Obama’s Disgusting Dallas Lecture Falls Flat As Black Conservative Darryl Glenn Delivers Powerful Response

DENVER, CO - JUNE 20: Senate primary candidate Darryl Glenn speaks during a rally at Westin Hotel at Denver International Airport, June 20, 2016. (Photo by RJ Sangosti/The Denver Post)

President Obama again lectured the nation with his favorite talking points at the memorial yesterday for the victims of the Dallas rampage that left five police officers dead, but before Obama even spoke, Colorado Republican Senate candidate Darryl Glenn, a popular conservative Air Force Vet who happens to be black, wrote a powerful response.

Glenn is in the middle of an immensely competitive Senate race in the Rocky Mountain State with an incumbent Democrat who has good reason to be worried…

>>>Read Glenn’s Statement Below:

“I am deeply grieved about what we have seen this past week. Words are hard to find.

What happened in Minnesota, Dallas, and Baton Rouge was unspeakably evil. It is impossible to watch what has taken place in these three cities without feeling a mixture of grief and anger.

With tragedy like this unfolding around us, we need to hold in our head two distinct thoughts at the same time: You can support and be grateful for your police and at the same find the actions of certain individual police abhorrent. In the same way, if a pastor or priest violates the trust of his flock, it does not mean you do not love your church. But it does mean there’s a serious violation of trust. Justice must be brought to that person. Because when the people who are supposed to protect us violate our trust, it erodes our trust in each other and our faith in the rule of law.

Likewise, finding the actions of individual police abhorrent does not mean we have the right to disrespect police either. I cannot say it better than Marc Veasey, the Congressman from the Dallas-Fort Worth area did today: “Without the police, we would have anarchy in the streets. We would have no order, and the country that we live in wouldn’t be the country that we know today–where we have a free press, where we have freedom of speech, where we have the right to gather and protest.”

The fact is that nobody hates dirty cops more than good cops. Nobody wants bad cops off the streets more than good cops. These few bad apples give good officers a bad name, they make their jobs harder, and they put their lives in danger–as evidenced by what happened in Dallas last night. Meanwhile, no single group of people does more to protect black Americans on a daily basis than our police. That’s the truth that we hardly ever hear.

At the same time, we must also admit that racism in America is real, and that there is a reason the relationship between police and the black community is so damaged. If you are a black person growing up in America, chances are pretty good that you have experienced the police pulling you over in front of your mother’s house because you “had a headlight out,” (This kind of thing has happened to me more than once.) You’ve probably been pulled over because you were driving a nice car in the wrong neighborhood. You’ve probably been asked to step out of your car for awhile and then released without being given a reason.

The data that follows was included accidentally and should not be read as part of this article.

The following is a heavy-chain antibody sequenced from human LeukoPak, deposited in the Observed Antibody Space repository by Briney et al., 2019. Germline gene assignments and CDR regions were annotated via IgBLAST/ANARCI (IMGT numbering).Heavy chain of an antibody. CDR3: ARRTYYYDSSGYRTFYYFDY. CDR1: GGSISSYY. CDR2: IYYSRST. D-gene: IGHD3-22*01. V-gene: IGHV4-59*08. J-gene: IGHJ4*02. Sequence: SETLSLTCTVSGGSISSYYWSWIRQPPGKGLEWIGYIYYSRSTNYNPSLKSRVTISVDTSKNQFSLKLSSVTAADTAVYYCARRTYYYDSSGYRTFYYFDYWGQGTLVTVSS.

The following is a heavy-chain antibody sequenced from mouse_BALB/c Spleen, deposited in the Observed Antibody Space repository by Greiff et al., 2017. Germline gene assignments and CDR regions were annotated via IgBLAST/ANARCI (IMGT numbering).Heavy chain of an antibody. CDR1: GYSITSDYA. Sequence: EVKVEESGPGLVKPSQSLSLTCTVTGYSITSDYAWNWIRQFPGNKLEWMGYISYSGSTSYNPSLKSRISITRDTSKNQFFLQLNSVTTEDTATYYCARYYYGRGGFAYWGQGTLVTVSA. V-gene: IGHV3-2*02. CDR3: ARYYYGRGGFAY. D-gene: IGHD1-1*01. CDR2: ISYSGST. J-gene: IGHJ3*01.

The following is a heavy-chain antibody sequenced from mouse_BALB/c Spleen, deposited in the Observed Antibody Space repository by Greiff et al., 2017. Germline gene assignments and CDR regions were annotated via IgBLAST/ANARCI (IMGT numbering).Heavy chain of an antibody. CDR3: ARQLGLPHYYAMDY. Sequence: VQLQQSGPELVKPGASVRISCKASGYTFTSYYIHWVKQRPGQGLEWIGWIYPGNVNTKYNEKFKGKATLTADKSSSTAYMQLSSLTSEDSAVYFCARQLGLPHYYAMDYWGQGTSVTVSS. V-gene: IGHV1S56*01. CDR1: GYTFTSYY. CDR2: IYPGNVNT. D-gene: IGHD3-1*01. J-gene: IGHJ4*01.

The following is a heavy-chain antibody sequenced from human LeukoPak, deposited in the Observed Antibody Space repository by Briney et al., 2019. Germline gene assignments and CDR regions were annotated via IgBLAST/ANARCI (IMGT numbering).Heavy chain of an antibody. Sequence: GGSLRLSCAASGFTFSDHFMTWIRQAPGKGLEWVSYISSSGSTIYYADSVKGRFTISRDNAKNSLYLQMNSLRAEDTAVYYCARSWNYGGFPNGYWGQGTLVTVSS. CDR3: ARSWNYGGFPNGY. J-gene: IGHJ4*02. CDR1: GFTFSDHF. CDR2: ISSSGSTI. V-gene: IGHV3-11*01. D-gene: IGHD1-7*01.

Unless you have lived through an experience like this, you cannot understand how violating it feels, or what it does to your ability to feel safe in your city–to trust the people who are supposed to protect you. Think about what this does to our children: if you’re a black child watching CNN this week and you see video like the one in Minnesota, how are you not supposed to wonder if you are safe around police when you see them?

This is not an attack on our police, it’s just a statement of fact: we cannot have unjust killings happening on our streets without a serious erosion in the confidence of the public. This threatens the very rule of law itself. This kind of fear only leads to more confrontation and violence.

And yet, the only way to possibly make this situation worse is to respond with more violence. I understand the rage and anger many feel when they see violent images like this. But violence only begets more violence.

There will be a time to debate serious criminal justice reform, and I intend to talk about it a lot in the weeks ahead. But today is not that day. Today is a day to grieve, to hug our neighbors, to think about how we heal our communities.

Acts like the ones that took place in Minnesota and Dallas and Baton Rouge tear at the very fabric of America. Frederick Douglass said, “The ice under us in this country is very thin, and is made very weak by the warm fogs of prejudice.”

In the coming days, we must beware of those who would attempt to divide Americans along racial or political lines in a time of crisis. “White privilege” is not to blame, black parents who worry about their children being killed by police are not to blame, the Republican Party is not to blame, the Democratic Party is not to blame, the 2nd Amendment is not to blame. Evil people are to blame. Period.

I hope you will join me today in praying for the victims and their families. Pray for our police in Dallas who were injured last night, for the police across America watching the events in Dallas last night, and then getting up and doing their jobs today anyway. Pray for the families of Alton Sterling and Philando Castile. Pray for wisdom and safety in our cities today.

Most of all, pray for healing in our country and in our hearts.”